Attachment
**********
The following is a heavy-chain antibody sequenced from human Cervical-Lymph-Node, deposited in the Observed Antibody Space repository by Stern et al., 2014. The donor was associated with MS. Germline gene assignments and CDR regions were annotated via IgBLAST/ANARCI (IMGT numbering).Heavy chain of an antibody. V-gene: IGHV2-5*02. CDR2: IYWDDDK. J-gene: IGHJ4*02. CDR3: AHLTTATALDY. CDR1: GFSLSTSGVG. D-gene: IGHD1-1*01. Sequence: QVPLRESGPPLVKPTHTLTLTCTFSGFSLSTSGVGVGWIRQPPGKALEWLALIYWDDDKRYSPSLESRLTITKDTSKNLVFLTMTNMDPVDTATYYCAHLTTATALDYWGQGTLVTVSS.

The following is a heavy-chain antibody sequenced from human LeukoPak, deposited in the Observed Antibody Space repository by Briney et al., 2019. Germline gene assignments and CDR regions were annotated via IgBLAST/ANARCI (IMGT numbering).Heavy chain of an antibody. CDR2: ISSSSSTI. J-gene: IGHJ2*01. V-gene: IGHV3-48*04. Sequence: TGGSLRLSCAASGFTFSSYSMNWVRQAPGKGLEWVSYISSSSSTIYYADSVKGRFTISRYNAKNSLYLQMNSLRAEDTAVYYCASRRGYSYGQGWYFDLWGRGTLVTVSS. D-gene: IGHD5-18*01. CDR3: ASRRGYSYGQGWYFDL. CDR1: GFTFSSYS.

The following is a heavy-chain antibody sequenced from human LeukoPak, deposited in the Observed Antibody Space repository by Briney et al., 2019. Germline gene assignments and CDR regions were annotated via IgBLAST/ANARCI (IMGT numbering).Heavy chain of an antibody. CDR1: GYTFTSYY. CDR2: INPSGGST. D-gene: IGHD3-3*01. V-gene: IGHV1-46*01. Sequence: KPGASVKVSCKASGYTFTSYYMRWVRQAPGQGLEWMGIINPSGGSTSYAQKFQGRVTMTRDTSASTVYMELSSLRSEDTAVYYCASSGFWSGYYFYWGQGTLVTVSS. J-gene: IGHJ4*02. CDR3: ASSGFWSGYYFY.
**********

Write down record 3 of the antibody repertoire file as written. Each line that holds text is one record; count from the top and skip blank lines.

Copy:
The following is a heavy-chain antibody sequenced from human LeukoPak, deposited in the Observed Antibody Space repository by Briney et al., 2019. Germline gene assignments and CDR regions were annotated via IgBLAST/ANARCI (IMGT numbering).Heavy chain of an antibody. CDR1: GYTFTSYY. CDR2: INPSGGST. D-gene: IGHD3-3*01. V-gene: IGHV1-46*01. Sequence: KPGASVKVSCKASGYTFTSYYMRWVRQAPGQGLEWMGIINPSGGSTSYAQKFQGRVTMTRDTSASTVYMELSSLRSEDTAVYYCASSGFWSGYYFYWGQGTLVTVSS. J-gene: IGHJ4*02. CDR3: ASSGFWSGYYFY.